What’s Really Going On At Walmart?
Retail giant Walmart has long been respected and feared for its highly effective and seemingly relentless strategy of cutting costs in order to lower prices. Of course, the multinational corporation has also gained several enemies and has drawn ire from small business owners and patronizers alike because competition (and survival) are made nearly impossible by its presence. These days, Walmart’s latest innovation to the world of retail is making privacy advocates wonder if Big Brother will be watching us as we travel up and down the aisles.
Walmart is looking to revolutionize the way they keep track of inventory by using radio frequency identification (RFID) tags. While these tags have been in use for quite some time to track large shipments of multiple items, Walmart will be using them on individual clothing and underwear items starting next month. Seems like no big deal so far, right?
The RFID tags Walmart plans to use will be readable using a wand-like device which can read the tags from quite a distance away in one single wave, allowing store employees to instantly determine the amount of any particular item held in inventory or stocked on the shelves. The retail giant expects this to help with employee theft as well as customer service. However, the problem is these tags can be scanned from long distances; many are nervous about what could happen if the scanners fall into the wrong hands.
Compounding the issue? Driver’s licenses in several states (especially border states) already use the technology, prompting some to think that marketing companies—or criminals—may use the information to track purchases and match them to Walmart customers or, worse yet, combine them with credit card information.
Needless to say, this issue has caused quite a stir. Walmart has already begun to do damage control, telling customers not to worry and posting signs to educate customers about the tags.
Here are a few facts about the tags, which can hopefully put some of these fears to rest.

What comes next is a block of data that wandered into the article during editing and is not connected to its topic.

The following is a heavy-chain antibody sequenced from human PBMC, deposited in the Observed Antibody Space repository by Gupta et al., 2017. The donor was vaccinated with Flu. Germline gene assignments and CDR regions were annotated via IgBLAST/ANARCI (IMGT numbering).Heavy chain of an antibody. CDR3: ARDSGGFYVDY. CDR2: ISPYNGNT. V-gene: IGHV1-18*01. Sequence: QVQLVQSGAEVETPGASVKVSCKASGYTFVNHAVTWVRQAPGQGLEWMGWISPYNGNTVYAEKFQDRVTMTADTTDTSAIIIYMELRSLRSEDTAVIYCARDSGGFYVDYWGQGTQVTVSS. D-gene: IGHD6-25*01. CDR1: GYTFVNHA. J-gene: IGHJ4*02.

RFID tags can only be read from about eight feet away, so the idea of an identity thief scanning one’s house or trash from the street is highly unlikely. Also, the tag’s information will not be available forever, as the tags operate on batteries, which eventually stop working. It should also be noted that water and metal interfere with the signal, making it difficult for the tags to be scanned outside of a store environment. The tags will only consist of information relevant to Walmart, such as item number and other inventory/bookkeeping codes. No personal information will be stored on the removable tags.
In the future, it is believed the RFID tags may bring about the end of the checkout line, allowing all items to be scanned at once and credited to an account, giving customers the opportunity to check out at a kiosk or via a mobile phone or similar handheld device. The tags may also allow shoppers who are trying on clothes to locate items in other available sizes and colors and request to have the proper items brought to the dressing room.
With Walmart being such a leader in cost reduction and efficiency, you can bet they’ll be at the forefront of these and other technological advances when they become available. You can also bet that other retail chains will be taking notes and following suit.
Now that we know our identities are safe (or at least not any less safe than usual), there are a few other issues to pay attention to. If future advances with the technology may replace checkout lines for kiosks, will a significant number of blue-collar jobs be replaced or eliminated as well? Seriously, if devices can one day locate our purchases and allow us to make transactions, what need will there be for store clerks or cashiers? Should we be more cautious with our use of and dependence upon technology, or are all technological advances worth their weight in gold?
Obviously, we appreciate and benefit from an increased use of technology on many levels. We are more connected to each other than ever before, we can make decisions and do work hundreds of times faster, and we can save lots of money due to the efficiency. However, it probably wouldn’t hurt to balance electronics and machines with the amazing handiwork that is humanity.
We should hope that corporate America will realize the wisdom in the above statement before the human race makes itself obsolete.